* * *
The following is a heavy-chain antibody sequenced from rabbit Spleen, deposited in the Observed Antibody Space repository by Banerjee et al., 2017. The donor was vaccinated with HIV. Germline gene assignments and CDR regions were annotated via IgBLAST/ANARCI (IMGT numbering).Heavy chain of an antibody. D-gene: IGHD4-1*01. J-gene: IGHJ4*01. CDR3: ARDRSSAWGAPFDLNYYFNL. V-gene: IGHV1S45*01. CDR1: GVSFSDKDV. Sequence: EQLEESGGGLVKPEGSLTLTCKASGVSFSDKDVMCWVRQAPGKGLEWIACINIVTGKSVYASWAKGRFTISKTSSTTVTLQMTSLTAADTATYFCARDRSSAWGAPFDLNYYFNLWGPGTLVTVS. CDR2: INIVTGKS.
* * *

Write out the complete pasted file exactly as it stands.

The following is a heavy-chain antibody sequenced from rabbit Spleen, deposited in the Observed Antibody Space repository by Banerjee et al., 2017. The donor was vaccinated with HIV. Germline gene assignments and CDR regions were annotated via IgBLAST/ANARCI (IMGT numbering).Heavy chain of an antibody. D-gene: IGHD4-1*01. J-gene: IGHJ4*01. CDR3: ARDRSSAWGAPFDLNYYFNL. V-gene: IGHV1S45*01. CDR1: GVSFSDKDV. Sequence: EQLEESGGGLVKPEGSLTLTCKASGVSFSDKDVMCWVRQAPGKGLEWIACINIVTGKSVYASWAKGRFTISKTSSTTVTLQMTSLTAADTATYFCARDRSSAWGAPFDLNYYFNLWGPGTLVTVS. CDR2: INIVTGKS.